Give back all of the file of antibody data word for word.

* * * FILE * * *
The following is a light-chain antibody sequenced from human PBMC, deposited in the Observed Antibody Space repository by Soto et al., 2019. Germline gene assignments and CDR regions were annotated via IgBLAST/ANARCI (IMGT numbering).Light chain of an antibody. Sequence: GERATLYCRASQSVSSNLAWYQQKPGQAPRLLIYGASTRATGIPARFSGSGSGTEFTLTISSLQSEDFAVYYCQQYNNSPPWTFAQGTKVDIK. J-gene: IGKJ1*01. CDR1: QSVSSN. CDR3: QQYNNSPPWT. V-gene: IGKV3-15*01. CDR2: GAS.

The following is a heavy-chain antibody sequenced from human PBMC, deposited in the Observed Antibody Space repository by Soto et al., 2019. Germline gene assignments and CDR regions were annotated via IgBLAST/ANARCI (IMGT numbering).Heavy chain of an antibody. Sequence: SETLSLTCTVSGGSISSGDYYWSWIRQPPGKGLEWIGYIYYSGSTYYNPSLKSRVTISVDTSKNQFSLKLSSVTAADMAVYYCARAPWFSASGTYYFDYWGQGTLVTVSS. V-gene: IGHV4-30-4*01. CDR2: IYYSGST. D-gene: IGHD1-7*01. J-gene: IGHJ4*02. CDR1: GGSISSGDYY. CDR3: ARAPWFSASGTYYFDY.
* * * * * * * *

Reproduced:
The following is a light-chain antibody sequenced from human PBMC, deposited in the Observed Antibody Space repository by Soto et al., 2019. Germline gene assignments and CDR regions were annotated via IgBLAST/ANARCI (IMGT numbering).Light chain of an antibody. Sequence: GERATLYCRASQSVSSNLAWYQQKPGQAPRLLIYGASTRATGIPARFSGSGSGTEFTLTISSLQSEDFAVYYCQQYNNSPPWTFAQGTKVDIK. J-gene: IGKJ1*01. CDR1: QSVSSN. CDR3: QQYNNSPPWT. V-gene: IGKV3-15*01. CDR2: GAS.

The following is a heavy-chain antibody sequenced from human PBMC, deposited in the Observed Antibody Space repository by Soto et al., 2019. Germline gene assignments and CDR regions were annotated via IgBLAST/ANARCI (IMGT numbering).Heavy chain of an antibody. Sequence: SETLSLTCTVSGGSISSGDYYWSWIRQPPGKGLEWIGYIYYSGSTYYNPSLKSRVTISVDTSKNQFSLKLSSVTAADMAVYYCARAPWFSASGTYYFDYWGQGTLVTVSS. V-gene: IGHV4-30-4*01. CDR2: IYYSGST. D-gene: IGHD1-7*01. J-gene: IGHJ4*02. CDR1: GGSISSGDYY. CDR3: ARAPWFSASGTYYFDY.